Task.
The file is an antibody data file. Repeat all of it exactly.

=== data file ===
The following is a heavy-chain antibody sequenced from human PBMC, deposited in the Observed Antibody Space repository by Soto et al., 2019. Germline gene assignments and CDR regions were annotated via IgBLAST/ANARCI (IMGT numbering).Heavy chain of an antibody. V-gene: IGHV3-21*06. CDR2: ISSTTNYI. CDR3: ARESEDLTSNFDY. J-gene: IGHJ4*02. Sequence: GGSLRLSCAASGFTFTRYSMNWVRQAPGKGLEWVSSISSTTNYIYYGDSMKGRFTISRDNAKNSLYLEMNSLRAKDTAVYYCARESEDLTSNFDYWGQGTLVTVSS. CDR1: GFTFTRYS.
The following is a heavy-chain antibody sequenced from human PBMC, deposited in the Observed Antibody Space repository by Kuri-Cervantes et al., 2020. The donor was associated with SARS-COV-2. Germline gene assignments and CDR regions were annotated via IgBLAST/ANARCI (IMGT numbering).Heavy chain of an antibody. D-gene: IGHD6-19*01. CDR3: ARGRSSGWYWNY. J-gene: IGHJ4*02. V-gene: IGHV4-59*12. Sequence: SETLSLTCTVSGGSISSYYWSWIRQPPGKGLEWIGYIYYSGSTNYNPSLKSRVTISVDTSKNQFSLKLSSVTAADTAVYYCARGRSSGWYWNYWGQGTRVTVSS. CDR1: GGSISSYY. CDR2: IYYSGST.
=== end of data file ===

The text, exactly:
The following is a heavy-chain antibody sequenced from human PBMC, deposited in the Observed Antibody Space repository by Soto et al., 2019. Germline gene assignments and CDR regions were annotated via IgBLAST/ANARCI (IMGT numbering).Heavy chain of an antibody. V-gene: IGHV3-21*06. CDR2: ISSTTNYI. CDR3: ARESEDLTSNFDY. J-gene: IGHJ4*02. Sequence: GGSLRLSCAASGFTFTRYSMNWVRQAPGKGLEWVSSISSTTNYIYYGDSMKGRFTISRDNAKNSLYLEMNSLRAKDTAVYYCARESEDLTSNFDYWGQGTLVTVSS. CDR1: GFTFTRYS.
The following is a heavy-chain antibody sequenced from human PBMC, deposited in the Observed Antibody Space repository by Kuri-Cervantes et al., 2020. The donor was associated with SARS-COV-2. Germline gene assignments and CDR regions were annotated via IgBLAST/ANARCI (IMGT numbering).Heavy chain of an antibody. D-gene: IGHD6-19*01. CDR3: ARGRSSGWYWNY. J-gene: IGHJ4*02. V-gene: IGHV4-59*12. Sequence: SETLSLTCTVSGGSISSYYWSWIRQPPGKGLEWIGYIYYSGSTNYNPSLKSRVTISVDTSKNQFSLKLSSVTAADTAVYYCARGRSSGWYWNYWGQGTRVTVSS. CDR1: GGSISSYY. CDR2: IYYSGST.